Chapter 25. Impossible love is more fun

Eccentric couples are more interesting. Cross cultural marriages and different age unions no longer surprise us.

They came in vogue when Bowie married Iman, when Nicole Kidman started dating Tom Cruise. Michael Jackson, Priscilla Presley and Woody Allen consolidated this trend, setting the bar quite high for the rest. Katherine Zeta Jones married Michael Douglas, Aston and Demi did the same. The list is long and continues to expand today even amongst royalty.

From this I conclude that people are looking for challenging projects and “rare” animals to domesticate that make their lives more interesting, entertaining, unique and meaningful. We are looking for a meaningful existence.

Movies have always contributed to the trend of impossible love stories. Think of Tarzan and Jane, King Kong and Anne, Pocahontas and John Smith, Aladdin and Jasmine, and of course, Crocodile Dundee (Mike) and Susan, last but not least, Richard Gere and Julia Roberts in Pretty Woman. Yes, impossible love stories make better blockbusters. We want to believe in their feasibility.

Most of those couples were unlikely to stick together and if they did, they probably had to work really hard for it. The reason, always the same: cultural differences.

You don’t need to marry into another country to marry into another culture. You don’t even need to marry into another culture to marry into another culture. Simply try marrying someone 25 years younger or older than you or marry into a family with different political views or different level of education or something as simple as a different zip code or region. Any of these factors suffice to have challenging family gatherings.

When choosing a partner some people are looking for compatibility of characters and hobbies and values while others feel more attracted to the opposite pole which explains why nice girls from nice families have always had a tendency to fall for the rebel kid in high school.

But when you are a middle age woman you understand that life is challenging enough, so your partner or the person that you choose to create a family should not add more stress to the party. Rather, the sensible thing would be for your family or couple to provide a sense of comfort and a refuge from the harsh outside world. But after a while, we find that boring and unfulfilling.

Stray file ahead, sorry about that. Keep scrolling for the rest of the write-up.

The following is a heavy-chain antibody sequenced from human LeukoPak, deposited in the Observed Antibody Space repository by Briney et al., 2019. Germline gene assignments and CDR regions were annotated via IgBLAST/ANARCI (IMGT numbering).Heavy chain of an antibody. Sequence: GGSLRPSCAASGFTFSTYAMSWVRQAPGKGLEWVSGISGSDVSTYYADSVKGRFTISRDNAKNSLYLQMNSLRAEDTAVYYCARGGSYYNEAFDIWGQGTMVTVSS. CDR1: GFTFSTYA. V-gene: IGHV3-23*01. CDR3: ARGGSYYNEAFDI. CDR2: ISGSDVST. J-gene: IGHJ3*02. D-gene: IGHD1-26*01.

Charles Dickens, known as the urban writer, had a feeling for human character. He lived during the Victorian era and Victorians were great cultivators of family life. Dickens described the family as “the subculture where the distressed can ultimately find hope and refuge from the ruthlessness of society at large” so why would we want to take a crocodile home for that matter? or a guy like Tarzan? Why would we want to fall for the rebel of the class and expect him to become the perfect companion or father to our children later on? No, women at a certain age should know better than that. And yet we don’t.

There are way too many successful middle age women dating impossible projects and adding more stress to their naturally stressful lives. There are way too many women complaining about the lack of rush in their marriages, the lack of excitement and claiming more individuality in their relationship. The same can be said for men who have beautiful loving wives and still feel the need to have an affair with pretty much whomever.

Could it be that we want the excitement and the comfort at the same time?

 

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